Fuxion Review – Huge Scam Or Legit System?

Fuxion ReviewIf you’ve been paying attention lately, you’ll notice that Fuxion has been getting a lot of hype.

Because it’s new, it’s getting a lot of buzz and if you’re in an online business, I am sure someone will push it on you at some point.

It’s especially popular on social media at the moment.

I do want to let you know that I am NOT affiliated with Fuxion as a member or distributor.

My goal is to gather all the facts in one place for you so you can do your research – and it’s all here in my Fuxion Review.

Is Fuxion a legit business, or is it a complete scam?

Will I be able to build a business with it?

I tell you all about it in my Review of Fuxion.

Read below to find out more.

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What Is Fuxion?

Fuxion’s website indicates that this is a company operating in the niche of nutrition and health, and along with this, it appears that Fuxion is based somewhere in Peru.

Frank Michell, Derek Michell, Rafael Zuñiga Benavides and Alvaro Zuñiga Benavides founded Fuxion in 2006, and the company first made a debut in the United States a few years later in 2015. In addition to its operations in Peru, Fuxion also has additional offices throughout Ecuador, Columbia, Costa Rica, Bolivia, Mexico, Panama, Chile, Venezuela, Guatemala, and Nicaragua.

The CEO for Fuxion is Alvaro Zuñiga Benavides, and in part of his corporate bio on the company’s website, it says that Alvaro has “more than 20 years as an entrepreneur in the food and dairy products industry.

He has actively participated in the creation and development of several companies in the area of commerce, fabrication of supplies, and most importantly, in the development of innovative products and services directed to the area of specialized nutrients.”

However, even with all the claims being made here, I wasn’t able to find any past MLM history on Alvaro. As such, my guess is that Fuxion is the man’s first journey into the world of multi-level marketing.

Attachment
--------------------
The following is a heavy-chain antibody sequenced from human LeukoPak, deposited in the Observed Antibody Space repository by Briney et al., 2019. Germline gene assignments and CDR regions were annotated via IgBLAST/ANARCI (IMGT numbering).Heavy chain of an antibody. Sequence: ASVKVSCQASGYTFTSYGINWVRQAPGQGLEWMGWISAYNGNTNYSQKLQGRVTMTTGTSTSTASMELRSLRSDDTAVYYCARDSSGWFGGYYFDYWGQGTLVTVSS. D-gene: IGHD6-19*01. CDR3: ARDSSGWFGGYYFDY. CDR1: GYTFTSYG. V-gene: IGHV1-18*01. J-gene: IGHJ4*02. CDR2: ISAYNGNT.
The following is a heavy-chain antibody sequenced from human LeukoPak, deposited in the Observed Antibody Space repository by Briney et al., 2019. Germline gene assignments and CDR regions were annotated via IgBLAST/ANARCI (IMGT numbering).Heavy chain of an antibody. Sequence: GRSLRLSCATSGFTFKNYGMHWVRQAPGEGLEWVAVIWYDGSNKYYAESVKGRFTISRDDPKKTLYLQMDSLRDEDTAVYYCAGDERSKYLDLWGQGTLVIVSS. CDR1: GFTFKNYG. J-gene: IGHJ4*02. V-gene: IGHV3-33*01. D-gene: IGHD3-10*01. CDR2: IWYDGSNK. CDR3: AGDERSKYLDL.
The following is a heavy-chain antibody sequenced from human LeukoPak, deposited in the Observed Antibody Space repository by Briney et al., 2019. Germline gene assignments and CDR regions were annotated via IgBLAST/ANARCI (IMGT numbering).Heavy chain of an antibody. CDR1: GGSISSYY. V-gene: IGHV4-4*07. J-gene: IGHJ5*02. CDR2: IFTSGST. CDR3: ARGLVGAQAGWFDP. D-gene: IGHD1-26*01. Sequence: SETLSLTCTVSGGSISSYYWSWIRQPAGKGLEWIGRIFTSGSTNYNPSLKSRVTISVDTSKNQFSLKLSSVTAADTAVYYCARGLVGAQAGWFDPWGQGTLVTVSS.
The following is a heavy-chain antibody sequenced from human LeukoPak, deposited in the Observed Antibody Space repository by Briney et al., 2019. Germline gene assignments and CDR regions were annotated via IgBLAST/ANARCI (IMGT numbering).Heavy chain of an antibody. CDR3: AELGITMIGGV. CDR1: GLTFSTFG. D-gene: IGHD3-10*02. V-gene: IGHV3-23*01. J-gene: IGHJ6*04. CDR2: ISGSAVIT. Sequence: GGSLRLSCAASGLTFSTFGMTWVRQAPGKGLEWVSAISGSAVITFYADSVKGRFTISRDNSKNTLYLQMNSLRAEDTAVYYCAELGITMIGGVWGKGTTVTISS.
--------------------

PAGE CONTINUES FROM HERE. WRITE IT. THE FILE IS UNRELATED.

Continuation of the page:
Fuxion Scam

What Products Are Being Sold?

On its website, Fuxion claims that it’s “the first South American company dedicated to the production of nutraceutical food that uses the latest advances in biotechnology and the knowledge of Ancient Andean, Amazonian, and Asian cultures.”

There are four main product lines being marketed here, including neutraoceuritcals, weight management, athletic performance, and anti-aging solutions.

All of Fuxion’s products are reportedly “not delivered via pills or capsules, but unique formulas packed in convenient sachets, ready to mix with water for optimal assimilation. All of our products contain 100% natural flavors and colors. There are no preservatives in any of our products.”

It’s also reported that customers have access to a “100% 30-day money-back guarantee to all Retail and Preferred Customers.”

Although descriptions for Fuxion’s products are available, you won’t find any retail pricing for them at all.

Info On The Fuxion Comp Plan

The compensation plan that Fuxion is using uses both retail sales and recruitment commissions as a way to compensate its affiliates, and if you want to increase the amount of money that’s earned from these activities, you can do so by obtaining a higher affiliate rank.

However, in order to first qualify for commissions, affiliates must be seen as an “active” member within the company,

“Active” affiliate are ones that purchase a minimum of 20 PV every single two weeks, with PV being generated through sales and an affiliate’s own purchase of Fuxion product.

In regards to retail commissions, these are referred to by Fuxion as a “return on investment.”